New Gallery Exhibit: Hortense Beck Collection

Apr 16, 2015 8:48:47 AM / by AccuQuilt

We are honored to welcome the Hortense Beck Quilt Collection to the AccuQuilt Gallery. The exhibit is a fascinating collection of reproduction quilts from the late Hortense Horton Beck (1920-2009). Surprisingly, Beck didn't start sewing and quilting until she was 60 years old, and it all began with learning how to appliqué. Beck spent 30 years replicating historical appliqué album quilts, later donating her large quilt collection to the International Quilt Study Center and Museum (IQSCM) at the University of Nebraska in Lincoln, NE. The IQSCM is also home to the largest publicly held quilt collection in the world. Although Beck made these quilts for her own enjoyment, she also wanted others to enjoy and appreciate them. With the donation to the IQSCM, her quilts are now available to a wider audience. Seven quilts from Beck's collection measuring over six feet in height are included in the exhibit, which runs through May 25. Read more about Beck and her inspiration below.

Hortense Beck Quilt Collection

Hortense Beck combines an indomitable spirit and a love of history in her amazing reproduction quilts. Inspired by quilts she saw during museum visits and in publications, Beck recreated some of the most important quilts in American collections.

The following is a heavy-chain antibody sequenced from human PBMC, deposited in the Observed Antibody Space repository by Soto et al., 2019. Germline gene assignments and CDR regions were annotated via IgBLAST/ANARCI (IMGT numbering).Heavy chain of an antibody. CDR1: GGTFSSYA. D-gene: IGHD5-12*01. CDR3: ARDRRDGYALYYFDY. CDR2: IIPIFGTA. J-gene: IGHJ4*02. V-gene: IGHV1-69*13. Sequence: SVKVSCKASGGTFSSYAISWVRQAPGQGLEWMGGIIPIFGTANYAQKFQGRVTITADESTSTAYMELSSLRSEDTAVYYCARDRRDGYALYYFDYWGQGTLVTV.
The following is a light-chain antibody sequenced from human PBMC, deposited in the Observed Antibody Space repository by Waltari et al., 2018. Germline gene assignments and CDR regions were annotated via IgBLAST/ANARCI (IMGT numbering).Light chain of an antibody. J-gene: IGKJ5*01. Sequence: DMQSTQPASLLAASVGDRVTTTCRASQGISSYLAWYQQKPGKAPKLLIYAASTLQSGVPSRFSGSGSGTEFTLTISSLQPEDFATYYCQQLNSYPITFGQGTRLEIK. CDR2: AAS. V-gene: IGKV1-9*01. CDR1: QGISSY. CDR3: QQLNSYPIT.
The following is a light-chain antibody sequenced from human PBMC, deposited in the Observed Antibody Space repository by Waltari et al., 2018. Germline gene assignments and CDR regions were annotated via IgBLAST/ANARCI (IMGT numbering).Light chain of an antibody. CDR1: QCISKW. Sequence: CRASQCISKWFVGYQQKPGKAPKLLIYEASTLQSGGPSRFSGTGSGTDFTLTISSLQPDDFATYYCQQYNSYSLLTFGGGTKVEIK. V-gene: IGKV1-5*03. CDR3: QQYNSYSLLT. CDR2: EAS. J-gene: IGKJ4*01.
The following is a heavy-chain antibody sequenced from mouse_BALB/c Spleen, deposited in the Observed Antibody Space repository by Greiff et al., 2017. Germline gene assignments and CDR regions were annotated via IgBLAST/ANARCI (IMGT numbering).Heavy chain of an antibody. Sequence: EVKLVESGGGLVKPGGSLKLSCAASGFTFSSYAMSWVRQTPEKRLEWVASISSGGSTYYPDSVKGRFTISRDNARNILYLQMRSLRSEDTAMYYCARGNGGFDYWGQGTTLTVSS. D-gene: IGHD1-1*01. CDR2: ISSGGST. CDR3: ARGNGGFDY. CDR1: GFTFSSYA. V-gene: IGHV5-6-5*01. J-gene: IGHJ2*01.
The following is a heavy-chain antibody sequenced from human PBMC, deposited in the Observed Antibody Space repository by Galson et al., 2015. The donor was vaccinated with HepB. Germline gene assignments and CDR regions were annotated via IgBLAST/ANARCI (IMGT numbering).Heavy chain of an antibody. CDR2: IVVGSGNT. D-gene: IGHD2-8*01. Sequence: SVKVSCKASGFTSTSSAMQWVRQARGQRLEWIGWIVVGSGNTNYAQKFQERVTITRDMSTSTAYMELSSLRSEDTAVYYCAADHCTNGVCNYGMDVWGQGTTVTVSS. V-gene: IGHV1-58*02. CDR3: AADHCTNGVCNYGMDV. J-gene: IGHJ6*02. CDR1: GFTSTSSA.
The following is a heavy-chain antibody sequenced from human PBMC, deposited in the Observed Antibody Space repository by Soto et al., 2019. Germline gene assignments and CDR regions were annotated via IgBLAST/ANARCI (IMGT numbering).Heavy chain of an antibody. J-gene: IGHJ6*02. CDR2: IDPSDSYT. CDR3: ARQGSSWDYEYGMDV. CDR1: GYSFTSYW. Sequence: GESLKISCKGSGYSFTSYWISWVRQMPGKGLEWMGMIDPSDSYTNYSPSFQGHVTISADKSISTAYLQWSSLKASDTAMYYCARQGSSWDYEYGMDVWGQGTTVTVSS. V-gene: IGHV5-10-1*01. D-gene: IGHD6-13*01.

Beck began quiltmaking at the age of 60, after taking a few classes from quilt artist Chris Edmonds. She explains, “I loved her appliqué, and I took some lessons from her. I fell in love with learning how to appliqué, and I never went back to anything else.” Beck did not enjoy quilting, the final step that holds the three layers of the quilt together. Instead, she turned to local quilters, whom Beck was careful to acknowledge on many of her quilt labels.

Beck replicated several quilts originally made by African-American quiltmakers, including the Tennessee Valley Authority quilts. She admired these quilts as much for their beauty as their history, in this case, a story entwined with the history of the Great Depression and the New Deal.

Congress created the Tennessee Valley Authority in 1933 to provide electricity, flood control and new jobs for rural farm workers. The Great Depression hit the people in the Tennessee Valley particularly hard. In addition to struggling with drought, depleted soil and poor harvests, malaria had afflicted one third of the residents.

Ruth Clement Bond, the wife of a TVA administrator, collaborated with women living in the Wheeler Dam Construction Village. She designed three pictorial quilts celebrating the growing opportunities for African Americans through the New Deal, and women in the community created the quilts.


 

GALLERY1 copy
 
Works by Hortense Beck in the AccuQuilt Gallery

 

strawberries copy
 
 
Strawberry (1983) by Hortense Beck

 

stars copy
 
 
Flag (1986) by Hortense Beck

 

bird copy
 
 
Bird of Paradise (1988) by Hortense Beck

 

cherry copy
 
Cherry Trees and Robins (1992) by Hortense Beck

Visitors can view the Hortense Beck Exhibit at AccuQuilt’s Gallery Monday through Friday from 10:00 a.m. – 4:00 p.m. Admission to the Gallery is free. Visitors can also call 888.258.7913 to schedule a tour or email tours@accuquilt.com.

 

Topics: AccuQuilt Gallery, AccuQuilt Gallery Exhibits, Hortense Beck Exhibit

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